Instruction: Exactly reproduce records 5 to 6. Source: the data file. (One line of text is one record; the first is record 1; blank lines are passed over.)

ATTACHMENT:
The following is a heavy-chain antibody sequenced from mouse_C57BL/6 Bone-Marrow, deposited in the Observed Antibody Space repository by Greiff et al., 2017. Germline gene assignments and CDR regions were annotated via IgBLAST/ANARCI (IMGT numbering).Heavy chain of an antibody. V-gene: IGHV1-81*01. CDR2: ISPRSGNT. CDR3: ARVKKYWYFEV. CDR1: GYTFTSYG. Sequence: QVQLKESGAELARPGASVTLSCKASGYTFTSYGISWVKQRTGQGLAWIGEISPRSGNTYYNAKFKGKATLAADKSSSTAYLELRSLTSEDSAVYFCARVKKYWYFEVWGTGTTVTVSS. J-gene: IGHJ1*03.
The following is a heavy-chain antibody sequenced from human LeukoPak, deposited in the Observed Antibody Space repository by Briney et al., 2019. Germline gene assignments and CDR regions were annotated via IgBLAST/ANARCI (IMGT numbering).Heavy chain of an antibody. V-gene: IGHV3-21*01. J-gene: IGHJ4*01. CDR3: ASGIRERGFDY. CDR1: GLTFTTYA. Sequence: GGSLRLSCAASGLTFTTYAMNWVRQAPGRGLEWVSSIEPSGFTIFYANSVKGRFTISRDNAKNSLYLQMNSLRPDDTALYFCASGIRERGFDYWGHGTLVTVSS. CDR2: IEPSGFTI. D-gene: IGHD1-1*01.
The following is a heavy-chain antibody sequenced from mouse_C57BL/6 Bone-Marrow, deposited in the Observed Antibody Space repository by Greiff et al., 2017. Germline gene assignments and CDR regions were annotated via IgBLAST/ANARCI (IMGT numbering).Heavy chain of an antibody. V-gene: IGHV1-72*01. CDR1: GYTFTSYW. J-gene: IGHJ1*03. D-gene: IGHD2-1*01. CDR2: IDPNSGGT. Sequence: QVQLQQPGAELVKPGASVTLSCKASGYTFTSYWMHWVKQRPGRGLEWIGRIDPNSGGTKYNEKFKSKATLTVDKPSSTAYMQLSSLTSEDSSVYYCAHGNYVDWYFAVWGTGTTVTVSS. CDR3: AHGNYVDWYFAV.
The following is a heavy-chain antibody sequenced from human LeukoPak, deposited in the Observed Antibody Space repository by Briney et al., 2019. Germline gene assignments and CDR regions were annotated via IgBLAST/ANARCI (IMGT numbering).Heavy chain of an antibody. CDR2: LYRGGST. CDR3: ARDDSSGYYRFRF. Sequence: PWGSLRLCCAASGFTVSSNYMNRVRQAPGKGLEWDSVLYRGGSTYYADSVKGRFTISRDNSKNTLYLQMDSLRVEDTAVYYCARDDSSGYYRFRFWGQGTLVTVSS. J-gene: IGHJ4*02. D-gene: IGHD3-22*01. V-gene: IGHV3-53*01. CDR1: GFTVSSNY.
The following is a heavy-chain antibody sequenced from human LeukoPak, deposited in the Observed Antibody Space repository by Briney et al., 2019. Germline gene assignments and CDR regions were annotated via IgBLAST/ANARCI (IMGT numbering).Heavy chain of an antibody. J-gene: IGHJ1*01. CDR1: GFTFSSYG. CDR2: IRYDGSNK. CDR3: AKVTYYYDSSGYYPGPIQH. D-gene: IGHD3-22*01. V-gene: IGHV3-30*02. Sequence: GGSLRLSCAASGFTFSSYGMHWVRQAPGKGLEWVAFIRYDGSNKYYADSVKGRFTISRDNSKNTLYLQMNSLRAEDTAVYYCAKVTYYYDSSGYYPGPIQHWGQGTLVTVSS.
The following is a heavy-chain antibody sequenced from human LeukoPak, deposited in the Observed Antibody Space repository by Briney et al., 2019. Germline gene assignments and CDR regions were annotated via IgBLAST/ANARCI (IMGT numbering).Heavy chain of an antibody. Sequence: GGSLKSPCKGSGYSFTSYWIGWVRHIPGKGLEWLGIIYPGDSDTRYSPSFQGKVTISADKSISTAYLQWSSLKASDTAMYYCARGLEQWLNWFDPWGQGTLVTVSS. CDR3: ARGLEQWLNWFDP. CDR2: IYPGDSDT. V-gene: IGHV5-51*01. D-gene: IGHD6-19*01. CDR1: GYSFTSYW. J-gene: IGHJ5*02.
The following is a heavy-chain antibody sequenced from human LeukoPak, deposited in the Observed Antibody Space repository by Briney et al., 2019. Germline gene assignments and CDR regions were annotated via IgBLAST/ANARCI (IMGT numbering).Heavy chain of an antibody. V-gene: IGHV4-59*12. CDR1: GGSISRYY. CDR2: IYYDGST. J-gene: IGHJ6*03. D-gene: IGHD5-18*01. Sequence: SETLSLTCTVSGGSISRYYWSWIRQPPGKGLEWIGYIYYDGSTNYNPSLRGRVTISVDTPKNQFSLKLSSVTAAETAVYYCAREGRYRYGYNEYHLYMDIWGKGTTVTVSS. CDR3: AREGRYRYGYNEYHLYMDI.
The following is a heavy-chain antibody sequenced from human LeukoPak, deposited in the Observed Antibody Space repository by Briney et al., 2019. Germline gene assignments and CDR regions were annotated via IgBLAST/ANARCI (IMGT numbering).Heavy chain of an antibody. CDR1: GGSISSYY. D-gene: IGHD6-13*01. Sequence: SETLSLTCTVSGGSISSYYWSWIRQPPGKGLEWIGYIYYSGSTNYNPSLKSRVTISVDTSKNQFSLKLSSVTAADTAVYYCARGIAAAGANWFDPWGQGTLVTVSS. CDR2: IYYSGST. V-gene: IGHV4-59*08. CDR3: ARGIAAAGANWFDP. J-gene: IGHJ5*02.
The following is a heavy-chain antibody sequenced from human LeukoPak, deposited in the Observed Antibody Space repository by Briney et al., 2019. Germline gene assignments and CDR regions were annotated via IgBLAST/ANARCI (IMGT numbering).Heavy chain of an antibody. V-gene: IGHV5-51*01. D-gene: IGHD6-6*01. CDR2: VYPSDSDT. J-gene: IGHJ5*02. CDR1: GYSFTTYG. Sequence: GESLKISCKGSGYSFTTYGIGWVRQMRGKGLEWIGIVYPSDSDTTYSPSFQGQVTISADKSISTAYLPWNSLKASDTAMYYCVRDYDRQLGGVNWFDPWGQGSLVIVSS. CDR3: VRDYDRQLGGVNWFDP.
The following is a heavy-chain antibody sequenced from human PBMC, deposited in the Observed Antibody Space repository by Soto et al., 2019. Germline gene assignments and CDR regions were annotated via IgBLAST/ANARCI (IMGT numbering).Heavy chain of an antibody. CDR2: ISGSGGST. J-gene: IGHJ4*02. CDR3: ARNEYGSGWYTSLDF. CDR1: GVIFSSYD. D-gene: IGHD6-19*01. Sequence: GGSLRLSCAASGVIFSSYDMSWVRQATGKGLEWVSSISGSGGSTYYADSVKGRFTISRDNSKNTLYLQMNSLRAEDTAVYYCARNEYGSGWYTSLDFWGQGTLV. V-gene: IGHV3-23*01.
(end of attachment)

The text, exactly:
The following is a heavy-chain antibody sequenced from human LeukoPak, deposited in the Observed Antibody Space repository by Briney et al., 2019. Germline gene assignments and CDR regions were annotated via IgBLAST/ANARCI (IMGT numbering).Heavy chain of an antibody. J-gene: IGHJ1*01. CDR1: GFTFSSYG. CDR2: IRYDGSNK. CDR3: AKVTYYYDSSGYYPGPIQH. D-gene: IGHD3-22*01. V-gene: IGHV3-30*02. Sequence: GGSLRLSCAASGFTFSSYGMHWVRQAPGKGLEWVAFIRYDGSNKYYADSVKGRFTISRDNSKNTLYLQMNSLRAEDTAVYYCAKVTYYYDSSGYYPGPIQHWGQGTLVTVSS.
The following is a heavy-chain antibody sequenced from human LeukoPak, deposited in the Observed Antibody Space repository by Briney et al., 2019. Germline gene assignments and CDR regions were annotated via IgBLAST/ANARCI (IMGT numbering).Heavy chain of an antibody. Sequence: GGSLKSPCKGSGYSFTSYWIGWVRHIPGKGLEWLGIIYPGDSDTRYSPSFQGKVTISADKSISTAYLQWSSLKASDTAMYYCARGLEQWLNWFDPWGQGTLVTVSS. CDR3: ARGLEQWLNWFDP. CDR2: IYPGDSDT. V-gene: IGHV5-51*01. D-gene: IGHD6-19*01. CDR1: GYSFTSYW. J-gene: IGHJ5*02.